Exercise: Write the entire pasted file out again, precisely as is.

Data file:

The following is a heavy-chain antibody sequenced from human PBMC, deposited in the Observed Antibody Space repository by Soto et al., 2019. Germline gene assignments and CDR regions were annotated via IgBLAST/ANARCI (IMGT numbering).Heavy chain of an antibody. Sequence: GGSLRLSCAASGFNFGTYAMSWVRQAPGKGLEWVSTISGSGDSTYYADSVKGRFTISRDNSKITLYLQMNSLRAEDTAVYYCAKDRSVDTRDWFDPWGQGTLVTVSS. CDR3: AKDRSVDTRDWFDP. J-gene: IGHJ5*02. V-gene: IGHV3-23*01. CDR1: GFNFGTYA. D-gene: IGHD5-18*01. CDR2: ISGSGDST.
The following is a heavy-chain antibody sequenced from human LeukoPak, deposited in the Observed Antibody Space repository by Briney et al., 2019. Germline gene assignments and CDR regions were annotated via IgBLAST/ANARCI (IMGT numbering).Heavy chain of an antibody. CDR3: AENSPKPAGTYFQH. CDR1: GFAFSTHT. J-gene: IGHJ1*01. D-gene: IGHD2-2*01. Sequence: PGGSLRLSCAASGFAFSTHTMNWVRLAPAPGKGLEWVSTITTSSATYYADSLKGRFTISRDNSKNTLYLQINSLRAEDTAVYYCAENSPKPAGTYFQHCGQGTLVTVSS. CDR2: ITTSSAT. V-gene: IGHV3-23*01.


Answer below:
The following is a heavy-chain antibody sequenced from human PBMC, deposited in the Observed Antibody Space repository by Soto et al., 2019. Germline gene assignments and CDR regions were annotated via IgBLAST/ANARCI (IMGT numbering).Heavy chain of an antibody. Sequence: GGSLRLSCAASGFNFGTYAMSWVRQAPGKGLEWVSTISGSGDSTYYADSVKGRFTISRDNSKITLYLQMNSLRAEDTAVYYCAKDRSVDTRDWFDPWGQGTLVTVSS. CDR3: AKDRSVDTRDWFDP. J-gene: IGHJ5*02. V-gene: IGHV3-23*01. CDR1: GFNFGTYA. D-gene: IGHD5-18*01. CDR2: ISGSGDST.
The following is a heavy-chain antibody sequenced from human LeukoPak, deposited in the Observed Antibody Space repository by Briney et al., 2019. Germline gene assignments and CDR regions were annotated via IgBLAST/ANARCI (IMGT numbering).Heavy chain of an antibody. CDR3: AENSPKPAGTYFQH. CDR1: GFAFSTHT. J-gene: IGHJ1*01. D-gene: IGHD2-2*01. Sequence: PGGSLRLSCAASGFAFSTHTMNWVRLAPAPGKGLEWVSTITTSSATYYADSLKGRFTISRDNSKNTLYLQINSLRAEDTAVYYCAENSPKPAGTYFQHCGQGTLVTVSS. CDR2: ITTSSAT. V-gene: IGHV3-23*01.